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August/September 2014

by Godfrey de Grut

X-Factory: @Peace – Gravity

by Godfrey de Grut

X-Factory: @Peace – Gravity

I was pretty hooked on this song from the moment I heard it. It fuses lightning-quick-witted lyrics with spicy flavoured jazz harmony and deeply pocketed bass and drums. I’’m not sure if Gravity is actually rap. More like poetry considering the epic grandeur of the subject matter @Peace have tackled – brilliantly and convincingly executed, I might add.
Gravity is not like most other songs because of its extremely linear form. It’’s almost through-composed in that there are no choruses to delineate between stanzas (calling them verses implies some sort of strophic or repetitive structure). How do you capture an audience without giving them the chorus repetition they crave, the endlessly repeated lyric that encapsulates the message of your song (and is usually melodically hooky to boot!)?

In Gravity @Peace have chosen to tease the listener along its entire 3:28 minute length by never looking back, by shifting rhythmic gears up thrice and relentlessly bombarding the listener with, at times, a funny, sad, biting, and above all poignant allegory of existential nihilism (from my limited understanding of philosophy).
@Peace start with a dreamy first person contemplation of time and space and the interconnected-ness of it all via the forces of nature. The spacious musical backing is synths and a Rhodes piano with a closed static harmonic progression Am7-Em7-Am7.
Though the lyrics are initially somewhat inchoate this is offset by the familiarity of the i – v – i progression, which provides a solid and grounded groove on which to build the esoteric narrative. A straight 4/4 simple time back-beat appears next underpinning the songs foundation but dropping out at each fourth measure of the phrase, perhaps designed to allow the listener space to ponder the deepening lyric.
The harmonic rhythm increases at 1:00 in a dramatic shift to 6/8 time with the chords changing each dotted crochet. @Peace keep the underlying pulse at 80bpm – while not technically getting faster – giving the impression of an increase in speed and energy as they squeeze three subdivisions into each beat where before there were only two.
Not only that, they get all ‘prog’ and dovetail the two time signatures by including a polyrhythmic overlay of sung quadruplets (4/4 feel) over the six quaver beat of the 6/8 rhythm section.
Harmonically it gets pretty jazz here, modulating up a tone to a i – VI – II – V in Bm. These intermediate sequences are thick with rhythmic texture driven by a walking jazz bass line outlining the above progression before quickly shifting to a new turnaround section of descending parallel minor 9 chords (Bm9 – Am9 – G#m9 – F#m9). After a brief 4/4 drum break to close the section the band smashes into a 6/8 groove proper, the lyrics now clearly subdividing the compound pulse into flourishes of sixtuplets and dotted rhythms.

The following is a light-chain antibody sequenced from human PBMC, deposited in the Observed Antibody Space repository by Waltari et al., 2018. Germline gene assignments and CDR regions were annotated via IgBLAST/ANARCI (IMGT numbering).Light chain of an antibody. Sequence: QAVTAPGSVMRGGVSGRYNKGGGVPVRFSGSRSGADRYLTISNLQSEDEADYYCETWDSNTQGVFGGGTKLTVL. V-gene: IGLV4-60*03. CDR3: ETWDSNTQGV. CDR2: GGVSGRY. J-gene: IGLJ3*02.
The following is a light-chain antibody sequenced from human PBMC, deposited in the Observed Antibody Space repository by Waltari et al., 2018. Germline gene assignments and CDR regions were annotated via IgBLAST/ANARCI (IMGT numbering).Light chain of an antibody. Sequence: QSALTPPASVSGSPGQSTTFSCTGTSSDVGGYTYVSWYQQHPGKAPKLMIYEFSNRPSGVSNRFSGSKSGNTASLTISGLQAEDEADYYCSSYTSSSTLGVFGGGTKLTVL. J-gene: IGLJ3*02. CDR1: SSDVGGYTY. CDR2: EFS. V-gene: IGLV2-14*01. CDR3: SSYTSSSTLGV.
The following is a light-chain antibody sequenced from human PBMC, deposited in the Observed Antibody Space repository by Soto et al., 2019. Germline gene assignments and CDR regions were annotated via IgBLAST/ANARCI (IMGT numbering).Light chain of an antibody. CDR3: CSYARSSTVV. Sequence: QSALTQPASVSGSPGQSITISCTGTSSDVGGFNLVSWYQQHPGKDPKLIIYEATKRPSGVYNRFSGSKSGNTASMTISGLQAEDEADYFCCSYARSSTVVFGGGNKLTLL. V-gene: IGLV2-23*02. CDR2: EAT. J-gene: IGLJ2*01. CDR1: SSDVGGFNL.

The progression from 1:15 onwards is sonically playful with the slower harmonic rhythm (now two 6/8 measures per chord type) being split between Rhodes’ octaves and chords playing the first measure followed by a Wurlitzer piano in the second. These textures call and respond with each other over a brooding Bm9 – C#m9 – D∆(#9#11). (This last chord is very distinctive and is derived from the 6th mode of the harmonic minor scale, Lydian#2.)
The snaking machine gun lyrics in this section expound on the juxtapositions in our lives with the banality of prescribed consumerism and the allure of religion’s empty promises all playfully entertained until the abrupt and inescapable revelation of the great leveller, “I just got cancer today”.”
The last stanza ties things up in a perfectly formed (highly abbreviated) history of the birth of the universe, stars, planets, people, love and offspring with a parting scoff at the concept of fate, this protagonist knows the truth, the only thing pulling our lives inexorably onwards is the immutable force of gravity.
@Peace finish things off with the same Rhodes’ Am7-Em7 progression they started with, perhaps echoing the cyclic nature of star and people-birth so eloquently framed lyrically during the song. Whatever the reason for the brief recapitulation it does bookend the song nicely, and what a song it is! Really clever and fun to listen to… I would love to experience it live.
Godfrey de Grut is a Silver Scroll co-winner with Che Fu, and was MD of the 2013 Silver Scrolls. He is now a freelance writer, arranger and producer, lecturing in popular music studies at the University of Auckland. Follow his musical ramblings @GodfreyDeGrut on Twitter or email g.degrut@gmail.com
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